“Embracing the dark art of RFPs,” and 3 other ways small digital shops scale

This piece is brought to you by Beagle – a new tool for agencies that makes it easier and faster to create more compelling proposals. 

There is good news and bad news for small agencies operating in today’s amped-up digital environment. The good: A fractured media landscape means clients are questioning, and often reinventing, their agency strategy. This gives small shops a shot at large accounts, even if it is just a piece of the action.

The bad: These upstart agencies may not actually be prepared for the demands of winning new business in a way that encourages healthy growth.

“They say, ‘We’ll do great work and that will be our calling card and people will call us,’” said Matt Hofherr, director of strategy and co-founder at San Francisco-based MUH-TAY-ZIK | HOF-FER. “But if you’re small, they’re not going to ring the phone.”

And yet, new agencies launch every day. We asked four small- to mid-sized shops how they’re balancing the inbound versus outbound business, staffing their outreach and collaborating on pitches.

Embrace the rapid-fire RFP process

Answering RFPs can feel a bit like shoveling sand into a black hole: you answer, you file, you many never hear from them again. And — poof — here’s another and it’s due EOD.

MUH-TAY-ZIK | HOF-FER has outgrown its original loft space and into an office that houses 50 people.

“I would never discourage a small agency from participating in RFPs,” said Hofherr. Digital has certainly turned up the pace of the RFP process, but it can make you a quick study of yourself.

“Potential partners can only ask you so many questions: What’s your business-to-business experience? What’s your take on integrated marketing?” After a year or two, the shop should have their best answers at the ready, “whether it’s in a folder called ‘RFP’ or ‘successful pitches.’”

Moreover, agencies should remember that clients value substance over style. When fledgling Copenhagen agency Hello Monday launched in 2008, it had a design-first new business strategy: pour hours into creating really beautiful proposals.

“It was a differentiator,” said Andreas Anderskou, group account director. But InDesign was tough to work in, they wound up with a lot of files, and, in the end, clients wanted substance more than style. “Now it’s more about getting to the point.”

Get a seasoned new biz guy, just don’t call him that

“Small shops are usually started by creatives, and they’re not practiced at rejection,” said Stephen Fox,founder of Traverse in Portland, Ore., pictured right. At the very least, they’re not used to the constant, unrelenting rejection of a perpetually slamming door.

Fledgling shop Traverse in it’s office “gym”–an underground skate park.

As an agency grows, it needs a partner practiced at new business.

“Agencies don’t like cold-calling, it feels icky,” said Hofherr, who leads new biz at MUH-TAY-ZIK | HOF-FER. “I don’t understand that. If I’m picking up the phone, I’m genuinely interested in you and your business problem.”

According to Hofherr, young shops will inevitably make certain mistakes. For example, “a lot of small agencies don’t know what to do with their materials. They’ll have no materials… Or they’ll have someone with new business in their title make the call. That’s when it feels icky,” he said.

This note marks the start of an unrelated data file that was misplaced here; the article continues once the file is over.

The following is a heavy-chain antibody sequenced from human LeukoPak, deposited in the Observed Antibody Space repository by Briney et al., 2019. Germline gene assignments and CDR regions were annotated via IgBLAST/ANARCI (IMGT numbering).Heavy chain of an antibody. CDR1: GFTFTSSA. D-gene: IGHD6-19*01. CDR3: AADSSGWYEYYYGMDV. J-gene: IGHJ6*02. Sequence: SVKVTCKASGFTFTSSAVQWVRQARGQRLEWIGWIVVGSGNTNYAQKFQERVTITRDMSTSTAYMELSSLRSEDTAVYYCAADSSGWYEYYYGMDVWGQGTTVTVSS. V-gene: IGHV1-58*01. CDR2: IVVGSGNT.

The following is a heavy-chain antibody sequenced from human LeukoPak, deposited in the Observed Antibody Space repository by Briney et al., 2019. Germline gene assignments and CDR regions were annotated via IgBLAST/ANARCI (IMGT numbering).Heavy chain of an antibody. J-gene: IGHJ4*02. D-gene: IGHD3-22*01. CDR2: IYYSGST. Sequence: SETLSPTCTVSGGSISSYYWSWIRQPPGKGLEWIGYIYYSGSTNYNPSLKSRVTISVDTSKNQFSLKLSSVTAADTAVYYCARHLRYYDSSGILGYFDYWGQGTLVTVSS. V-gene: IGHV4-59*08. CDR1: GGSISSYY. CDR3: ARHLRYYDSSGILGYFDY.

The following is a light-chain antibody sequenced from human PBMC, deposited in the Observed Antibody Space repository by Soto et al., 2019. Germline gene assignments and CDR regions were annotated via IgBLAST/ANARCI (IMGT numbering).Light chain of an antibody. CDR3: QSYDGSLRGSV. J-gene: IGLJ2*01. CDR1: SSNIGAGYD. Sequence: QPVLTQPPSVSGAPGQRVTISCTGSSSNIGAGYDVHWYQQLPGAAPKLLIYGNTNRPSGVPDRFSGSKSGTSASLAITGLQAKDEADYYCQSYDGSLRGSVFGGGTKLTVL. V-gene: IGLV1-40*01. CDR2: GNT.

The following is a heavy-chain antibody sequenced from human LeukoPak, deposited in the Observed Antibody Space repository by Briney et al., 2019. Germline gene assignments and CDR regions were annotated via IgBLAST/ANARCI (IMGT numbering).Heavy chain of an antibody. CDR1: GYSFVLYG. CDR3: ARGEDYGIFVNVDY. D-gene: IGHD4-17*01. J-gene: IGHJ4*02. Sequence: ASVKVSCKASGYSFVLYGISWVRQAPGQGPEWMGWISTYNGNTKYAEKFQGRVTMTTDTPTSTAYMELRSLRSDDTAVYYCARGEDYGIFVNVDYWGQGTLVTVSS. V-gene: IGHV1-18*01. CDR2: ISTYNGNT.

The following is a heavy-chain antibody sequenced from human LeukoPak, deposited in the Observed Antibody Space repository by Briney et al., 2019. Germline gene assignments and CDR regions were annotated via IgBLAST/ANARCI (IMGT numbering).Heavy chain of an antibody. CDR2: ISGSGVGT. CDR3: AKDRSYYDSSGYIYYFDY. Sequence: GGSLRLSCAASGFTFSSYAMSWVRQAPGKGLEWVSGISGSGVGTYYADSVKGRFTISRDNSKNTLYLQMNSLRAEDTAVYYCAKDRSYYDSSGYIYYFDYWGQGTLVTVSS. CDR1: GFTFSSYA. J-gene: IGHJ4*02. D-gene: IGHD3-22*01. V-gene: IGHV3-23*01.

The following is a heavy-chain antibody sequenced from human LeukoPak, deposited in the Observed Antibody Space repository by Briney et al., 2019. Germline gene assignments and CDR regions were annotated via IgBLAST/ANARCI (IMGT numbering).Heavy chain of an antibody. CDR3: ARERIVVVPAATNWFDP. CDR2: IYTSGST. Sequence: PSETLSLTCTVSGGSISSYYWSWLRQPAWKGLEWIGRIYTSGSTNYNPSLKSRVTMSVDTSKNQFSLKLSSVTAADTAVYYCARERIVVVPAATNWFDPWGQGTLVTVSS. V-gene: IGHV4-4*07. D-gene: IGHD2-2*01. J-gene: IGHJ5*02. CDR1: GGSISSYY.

Instead, Hofherr advises, “Have a strategist call, have a partner call.”

Make sure ‘new business’ calls on all corners

“Counter-intuitively when an agency is smaller, new business resides with a smaller group of people,” Leeann Leahy, president at Portland, Maine-based agency, Via. The agency has grown to 130 people since it was founded in 1993 with just three partners.

Via’s founders and original space.

But small agencies that concentrate those efforts with just one or two executives run into problems. “You wind up creating two types of people within the agency: The people who are churning it, then passing it back to the people that are going to produce it,” Leahy said.

Instead, the new business process should be an inclusive one, with leads reaching out to specialists within their shop. At Via, Leahy nurtures current relationships and manages outreach, while a group account director coordinates new business efforts with input from agency specialists.

Just a portion of the Via team today.

Hofherr’s shop does the same. New business sits with him and a single account executive who helps prepare the pitch, but the team contributing to those materials can include five or more others.

It’s an approach, they say, born of the new digital reality.

“Clients are now asking themselves, ‘Do I have one agency that does it all? What happens when I want to do a viral content experience?,’” Leahy said. Because of that fractured client approach to procurement, it’s necessary for Via to reach out to specialists.

“By creating a culture where we are all communicating, we can tap into the specialist who is right for the assignment.”

Find the right clients and build relationships

No one likes being dumped. For small agencies, losing clients isn’t just an ego blow, it’s a blow to the bottom line.

But, the solution isn’t finding more clients. It’s actually the opposite: try being more selective.

“Not every brand is right for every agency,” said Leahy, “and I think that’s also part of growing. You can’t date every pretty girl.” What’s more, Leahy said, you shouldn’t try. “Then you end up getting divorced 50 percent of the time.”



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